The Daily Ping

We've only had four major designs over our 11 year history.

February 6th, 2005

Bar Door Handle Usage

Let’s talk doorknobs and door handles.

In my last few jobs, I’ve been pleased to work in environments using door handles instead of doorknobs. (Check out the image at the bottom of this page to see what I’m talking about.) The simple reason I like them is when these are installed and working correctly, I think they’re way more efficient than doorknobs.

The whole efficiency thing comes from being able to pull up on the door handle when opening the door towards me. At my current job, this is how the men’s room door is designed. It gives me more power to open up the behemoth versus a doorknob (which I’d pull straight back) or pushing down on the handle (which makes me lose some power.) Pulling up also makes me feel like I’m on board a navy ship for some reason, and anything that can make me feel like I’m on board a ship is a plus in my book.

Ah but the thing that gets my goat is when I can’t pull up on a door handle. It irritates me greatly, because now I have to open doors like everyone else. Bah, I say!

Do you open doors in this manner, too? Or do you rely on the old pull down method?

Posted in Everyday Life

FROM: Ken
DATE: Sunday February 6, 2005 -- 4:37:18 pm
The bathrooms at our school have handles like that, it is especially fun to put ketchup or mustard under the handle so when they grab the handle it gets on their hands.



FROM: Paul
DATE: Sunday February 6, 2005 -- 4:48:04 pm
I... uh... guess....



FROM: Joseph
DATE: Monday February 7, 2005 -- 10:24:58 am
As a former architect, I like these handles. They are stylish and efficient. They are also more convenient: unlike a doorknob, you can actuate the lever with your knee when your hands are full. You can also actuate them with your feet, elbow, or forehead if you like--I've even seen people use their ass, but this last practice, unfortunately, raises cleanliness issues.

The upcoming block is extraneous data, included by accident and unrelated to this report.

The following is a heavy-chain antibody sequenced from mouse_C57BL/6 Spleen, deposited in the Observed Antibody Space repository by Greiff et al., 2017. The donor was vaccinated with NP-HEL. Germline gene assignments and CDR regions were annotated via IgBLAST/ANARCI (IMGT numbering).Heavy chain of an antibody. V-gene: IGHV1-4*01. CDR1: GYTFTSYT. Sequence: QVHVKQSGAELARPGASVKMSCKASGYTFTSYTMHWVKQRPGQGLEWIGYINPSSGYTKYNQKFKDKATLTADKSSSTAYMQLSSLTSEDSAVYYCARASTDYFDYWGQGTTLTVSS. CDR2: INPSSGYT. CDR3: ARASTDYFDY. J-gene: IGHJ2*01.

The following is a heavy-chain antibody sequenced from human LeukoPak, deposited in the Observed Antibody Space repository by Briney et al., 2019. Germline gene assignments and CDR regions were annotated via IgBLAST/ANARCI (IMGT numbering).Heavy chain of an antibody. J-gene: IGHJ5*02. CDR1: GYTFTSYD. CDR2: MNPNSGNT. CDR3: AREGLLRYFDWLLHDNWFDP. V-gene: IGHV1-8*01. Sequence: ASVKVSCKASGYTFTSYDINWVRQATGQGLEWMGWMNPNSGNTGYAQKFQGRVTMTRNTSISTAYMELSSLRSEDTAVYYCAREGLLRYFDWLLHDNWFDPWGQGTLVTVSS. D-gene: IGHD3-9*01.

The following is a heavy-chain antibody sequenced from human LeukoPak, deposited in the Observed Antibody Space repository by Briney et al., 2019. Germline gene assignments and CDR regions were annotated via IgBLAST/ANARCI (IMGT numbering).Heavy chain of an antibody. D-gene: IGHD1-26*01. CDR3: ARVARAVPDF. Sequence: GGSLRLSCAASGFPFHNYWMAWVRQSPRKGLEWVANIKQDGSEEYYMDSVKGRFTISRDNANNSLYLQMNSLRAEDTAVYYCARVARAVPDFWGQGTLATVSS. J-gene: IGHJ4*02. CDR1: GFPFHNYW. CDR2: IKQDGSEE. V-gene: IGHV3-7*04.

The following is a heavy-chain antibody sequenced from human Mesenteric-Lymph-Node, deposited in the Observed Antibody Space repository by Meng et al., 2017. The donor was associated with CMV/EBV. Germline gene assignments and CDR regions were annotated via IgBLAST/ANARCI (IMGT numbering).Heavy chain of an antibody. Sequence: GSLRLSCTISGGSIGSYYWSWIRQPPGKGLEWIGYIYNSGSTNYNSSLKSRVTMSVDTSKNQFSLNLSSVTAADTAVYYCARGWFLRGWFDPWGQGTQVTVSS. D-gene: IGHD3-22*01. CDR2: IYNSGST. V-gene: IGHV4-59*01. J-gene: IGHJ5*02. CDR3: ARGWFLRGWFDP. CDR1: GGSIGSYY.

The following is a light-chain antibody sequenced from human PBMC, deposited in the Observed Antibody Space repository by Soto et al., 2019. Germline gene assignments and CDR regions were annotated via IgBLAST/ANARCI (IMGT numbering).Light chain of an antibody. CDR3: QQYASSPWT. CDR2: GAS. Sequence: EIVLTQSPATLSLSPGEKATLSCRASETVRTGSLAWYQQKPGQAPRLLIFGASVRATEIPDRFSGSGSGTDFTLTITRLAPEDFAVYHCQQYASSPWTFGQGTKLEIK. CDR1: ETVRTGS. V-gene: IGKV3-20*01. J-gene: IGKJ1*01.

They were originally designed, ASFIK, for nursing homes and hospitals, where it takes a lot less effort to open a door using this kind of handle.

There are problems with this progress, though. For example, I've had belt loops ripped out twice by this type of handle, but one where the return is not well designed, to the end of the handle remains a few inches away from the door face.

Also, because you can really generate a lot of torque power easily, due to the greater leverage generated by the application of force further distant from the axis of rotation than with a conventional knob, I find that there can be recurring maintenance issues--probably those using their feet or ass are to blame.

However, there are economic benefits also. It's just plain easier to make a rod and bend it a little than it is to make a round knob. All things being equal, these handles are generally cheaper to purchase than a similarly spec'd and finished knob.

Still sucks when you tear a belt loop out of or suit pants. Worse, if you have jeans on, which are tough, you usually end up being spun and crashing into the door without breaking the loop. It's best when something like this happens in front of friends or on a first date.



FROM: Ryan [E-Mail]
DATE: Monday February 7, 2005 -- 12:05:20 pm
Good analysis, Joseph!

I like these types of door handles on bathroom doors because they're easier to open when using a paper towel than doorknobs.



FROM: aharris
DATE: Monday February 7, 2005 -- 3:46:06 pm
I actually have these kinds of knobs on the [superheavy] door to my apt. I'd seen them on the insides of buildings before but never on a door leading outside.

And I agree w/ Joseph, they are darn stylish.



What is this then?

The Daily Ping is the web's finest compendium of toilet information and Oreo™® research. Too much? Okay, okay, it's a daily opinion column written by two friends. Did we mention we've been doing this for over ten years? Tell me more!

Most Popular Pings

Last Week's Most Popular Pings

Let's be nice.

© 2000-2011 The Daily Ping, all rights reserved. Tilted sidebar note idea 'adapted' from Panic. Powered by the mighty WordPress.